Here is the mzungu girl now, bent double to hear two of the smallest children. Bethany runs past them, her legs whirling. She clambers up the retaining wall and over the old fence, pulling the volleyball from the rotting trunk where she stashed it. Her cuff catches on the wood and a piece of yarn snakes from her sleeve. Carelessly she tucks it back inside.
“Let’s play!” she hollers, barreling back down the hill. She tosses the ball toward the other orphans who have clustered around the wazungu. Instantly the children disperse, chasing after the ball.
“He’s on my team,” Bethany declares, pointing to the mzungu in the brown sweater. He is the tallest mzungu. The boy grins as if he has been given the world, and quickly they are winning the game.
When they have won, the headmistress tells the children to sit calmly and speak with the wazungu. They speak with the wazungu, but as it is very hard for children to sit calmly, quickly they are both speaking and playing.
“Did you eat scrambled eggs and bacon for breakfast?” Bethany asks the mzungu girl.
A funny look crosses the girl’s face. “No,” she confesses, a little sadly. “I haven’t had that kind of breakfast since I left the States two weeks ago. I wonder if I can find bacon at Nakumatt.” She turns brightly toward Bethany. “Do you like eggs and bacon?”
“I don’t know. Here we eat chai and bread for breakfast.”
“I’ll bring you some,” the girl promises.
“No you won’t,” Bethany says, and continues to play.
The mzungu in the brown sweater bumps into Bethany as she races toward the swing. He looks down at her. She stops. She pauses to think.
“Your sweater is the color of my eyes,” she says. The mzungu looks down at his sweater.
“So it is,” he agrees. “And your sweater is the color of my eyes.”
“Yes.” She takes off her sweater. “You wear it.”
He laughs and takes off his brown one. “Then you take mine.”
“Ok,” Bethany agrees. She spies the headmistress hurrying over. The house mother is speaking to her in Kikuyu, saying, “But what of the other children?” The green sweater is in Bethany’s outstretched hand.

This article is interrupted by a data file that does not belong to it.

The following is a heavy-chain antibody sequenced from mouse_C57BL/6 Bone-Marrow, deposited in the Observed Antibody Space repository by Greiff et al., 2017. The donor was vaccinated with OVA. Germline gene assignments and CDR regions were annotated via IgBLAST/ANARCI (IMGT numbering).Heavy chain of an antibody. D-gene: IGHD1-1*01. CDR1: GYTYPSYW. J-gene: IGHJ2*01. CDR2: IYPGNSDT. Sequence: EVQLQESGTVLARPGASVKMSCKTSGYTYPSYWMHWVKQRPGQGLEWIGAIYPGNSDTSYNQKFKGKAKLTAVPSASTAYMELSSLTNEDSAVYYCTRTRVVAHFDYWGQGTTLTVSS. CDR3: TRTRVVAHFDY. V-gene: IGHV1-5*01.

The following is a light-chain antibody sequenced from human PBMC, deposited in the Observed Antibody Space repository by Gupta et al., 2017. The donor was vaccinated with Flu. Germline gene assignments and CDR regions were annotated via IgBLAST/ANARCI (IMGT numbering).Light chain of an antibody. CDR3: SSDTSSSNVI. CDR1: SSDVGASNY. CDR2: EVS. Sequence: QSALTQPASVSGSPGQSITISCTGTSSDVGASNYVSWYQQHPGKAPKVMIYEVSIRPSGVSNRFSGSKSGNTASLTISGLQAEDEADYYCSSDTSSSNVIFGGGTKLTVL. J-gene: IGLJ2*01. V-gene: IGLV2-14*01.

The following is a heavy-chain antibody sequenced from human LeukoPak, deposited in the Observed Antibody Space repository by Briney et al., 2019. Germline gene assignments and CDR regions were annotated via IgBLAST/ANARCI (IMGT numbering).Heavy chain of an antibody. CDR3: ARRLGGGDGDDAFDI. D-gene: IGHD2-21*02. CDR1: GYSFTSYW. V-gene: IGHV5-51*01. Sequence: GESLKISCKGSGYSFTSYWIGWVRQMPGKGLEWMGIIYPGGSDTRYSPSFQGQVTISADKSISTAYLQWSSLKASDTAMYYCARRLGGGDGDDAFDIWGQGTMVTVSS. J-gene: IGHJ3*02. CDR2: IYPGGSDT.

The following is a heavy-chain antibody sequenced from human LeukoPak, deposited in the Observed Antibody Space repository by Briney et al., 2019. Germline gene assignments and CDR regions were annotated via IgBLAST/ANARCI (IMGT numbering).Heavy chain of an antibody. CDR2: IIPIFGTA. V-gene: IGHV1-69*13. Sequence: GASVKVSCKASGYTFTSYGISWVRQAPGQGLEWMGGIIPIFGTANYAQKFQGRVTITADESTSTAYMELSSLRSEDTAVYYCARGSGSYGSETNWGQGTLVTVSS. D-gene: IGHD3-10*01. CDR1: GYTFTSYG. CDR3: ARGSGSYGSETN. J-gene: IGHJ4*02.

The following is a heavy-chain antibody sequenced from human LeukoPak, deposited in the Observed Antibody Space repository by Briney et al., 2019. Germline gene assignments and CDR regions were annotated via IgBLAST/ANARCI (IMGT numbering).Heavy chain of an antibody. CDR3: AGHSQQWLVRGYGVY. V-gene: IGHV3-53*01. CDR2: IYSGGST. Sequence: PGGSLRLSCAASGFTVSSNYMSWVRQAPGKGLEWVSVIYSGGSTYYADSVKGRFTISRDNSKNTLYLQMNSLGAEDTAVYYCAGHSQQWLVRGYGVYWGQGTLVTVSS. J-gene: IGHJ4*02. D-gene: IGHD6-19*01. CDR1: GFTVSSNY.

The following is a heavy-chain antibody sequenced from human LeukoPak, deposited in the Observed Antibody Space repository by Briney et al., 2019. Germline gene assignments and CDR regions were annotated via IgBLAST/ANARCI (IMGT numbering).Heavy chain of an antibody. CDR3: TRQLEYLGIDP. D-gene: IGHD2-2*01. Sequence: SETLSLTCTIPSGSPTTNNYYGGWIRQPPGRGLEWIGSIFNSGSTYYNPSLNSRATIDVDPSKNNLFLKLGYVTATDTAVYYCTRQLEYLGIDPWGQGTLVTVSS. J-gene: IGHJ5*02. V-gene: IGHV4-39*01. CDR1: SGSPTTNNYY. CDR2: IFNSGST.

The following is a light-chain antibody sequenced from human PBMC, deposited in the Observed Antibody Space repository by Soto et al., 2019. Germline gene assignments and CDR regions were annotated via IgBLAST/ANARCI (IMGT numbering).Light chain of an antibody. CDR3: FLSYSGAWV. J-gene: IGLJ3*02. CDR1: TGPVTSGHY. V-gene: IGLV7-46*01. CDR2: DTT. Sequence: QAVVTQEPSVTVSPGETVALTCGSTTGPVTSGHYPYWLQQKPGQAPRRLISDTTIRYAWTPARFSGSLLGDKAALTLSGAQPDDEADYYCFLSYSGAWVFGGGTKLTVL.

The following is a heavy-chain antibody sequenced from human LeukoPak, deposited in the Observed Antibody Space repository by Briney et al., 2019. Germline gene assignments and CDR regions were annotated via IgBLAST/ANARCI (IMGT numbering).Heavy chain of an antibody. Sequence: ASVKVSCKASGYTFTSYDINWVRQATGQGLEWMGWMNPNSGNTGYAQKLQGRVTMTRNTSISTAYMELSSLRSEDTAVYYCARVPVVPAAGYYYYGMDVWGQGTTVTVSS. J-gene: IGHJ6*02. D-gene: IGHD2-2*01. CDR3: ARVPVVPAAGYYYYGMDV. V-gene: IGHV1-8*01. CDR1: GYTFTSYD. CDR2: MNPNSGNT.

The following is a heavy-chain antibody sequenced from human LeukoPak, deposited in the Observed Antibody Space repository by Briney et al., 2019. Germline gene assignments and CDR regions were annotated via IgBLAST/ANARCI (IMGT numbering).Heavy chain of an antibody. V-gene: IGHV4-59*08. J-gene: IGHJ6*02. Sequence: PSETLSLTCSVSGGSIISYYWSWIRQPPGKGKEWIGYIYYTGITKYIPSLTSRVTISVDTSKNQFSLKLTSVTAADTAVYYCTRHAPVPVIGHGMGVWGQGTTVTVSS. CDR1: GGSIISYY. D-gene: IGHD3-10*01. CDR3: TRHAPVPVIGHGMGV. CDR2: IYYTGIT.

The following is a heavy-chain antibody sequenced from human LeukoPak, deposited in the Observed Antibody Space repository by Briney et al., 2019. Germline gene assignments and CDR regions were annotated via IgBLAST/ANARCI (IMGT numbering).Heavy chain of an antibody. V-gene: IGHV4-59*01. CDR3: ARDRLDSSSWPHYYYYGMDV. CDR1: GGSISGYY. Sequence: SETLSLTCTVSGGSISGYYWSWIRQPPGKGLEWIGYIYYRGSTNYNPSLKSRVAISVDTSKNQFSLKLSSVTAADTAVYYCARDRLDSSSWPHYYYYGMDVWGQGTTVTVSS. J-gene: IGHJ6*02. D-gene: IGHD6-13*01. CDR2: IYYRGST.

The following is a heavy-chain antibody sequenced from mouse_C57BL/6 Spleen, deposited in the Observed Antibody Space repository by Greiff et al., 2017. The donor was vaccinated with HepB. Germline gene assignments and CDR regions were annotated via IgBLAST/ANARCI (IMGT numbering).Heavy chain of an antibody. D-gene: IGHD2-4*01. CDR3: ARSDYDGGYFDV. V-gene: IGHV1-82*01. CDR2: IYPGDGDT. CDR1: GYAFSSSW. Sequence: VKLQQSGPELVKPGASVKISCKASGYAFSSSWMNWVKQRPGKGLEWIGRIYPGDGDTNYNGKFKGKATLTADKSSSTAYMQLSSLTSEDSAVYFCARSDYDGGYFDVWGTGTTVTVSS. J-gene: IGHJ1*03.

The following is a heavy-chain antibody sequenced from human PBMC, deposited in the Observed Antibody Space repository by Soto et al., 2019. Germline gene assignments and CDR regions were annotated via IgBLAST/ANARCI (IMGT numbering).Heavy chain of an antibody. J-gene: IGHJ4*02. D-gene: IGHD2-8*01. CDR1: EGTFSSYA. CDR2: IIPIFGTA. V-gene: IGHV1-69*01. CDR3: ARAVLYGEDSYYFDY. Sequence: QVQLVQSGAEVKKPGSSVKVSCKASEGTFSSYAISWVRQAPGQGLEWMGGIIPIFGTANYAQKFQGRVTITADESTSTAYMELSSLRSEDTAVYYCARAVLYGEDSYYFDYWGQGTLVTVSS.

The mzungu takes the sweater and pulls it on. The crown of his head barely fits through the hole. The yarn stretches taut across his chest and the hem stops abruptly mid-torso. The other children laugh and run for the glee of it. The mzungu gives a goofy smile and bobs his sharp shoulders rhythmically.
Bethany now holds his sweater in her hands. It is made of cotton, very unlike the yarn knit of her former sweater. Slowly she slips into it, feeling the cotton catch on her short hair. Inside the sweater feels soft as a cloud, outside smooth as a blade of grass. The hem reaches past her skirt. The cuff dangles several inches past her finger tips. Noticing it, the mzungu kneels and rolls it back until her fingers pop out. As he does, Bethany gently tugs at the loose yarn of her former sweater that he is wearing.
The mzungu stands, looks at her. He laughs. “It’s a perfect fit,” he says, but Bethany distrusts his confidence.
“You’ll grow into it,” says the mzungu girl. She pats Bethany’s shoulder.
Bethany looks down. Her bare feet are brown. The sweater reaching over her clothes is brown. Her hands and fingers are brown.
The headmistress and the house mother exchange looks, but they say nothing. This is a good sign. Bethany wants to keep her new sweater. She stands tall. She smiles.
The wazungu are piling back into the Land Rover. The green-eyed boy extends a green arm to wave good-bye. “Thanks for the sweater, Bethany!” he calls.
But she is not there. She has already scrambled up the retaining wall and over the fence. She is standing on the old trunk, arms outstretched.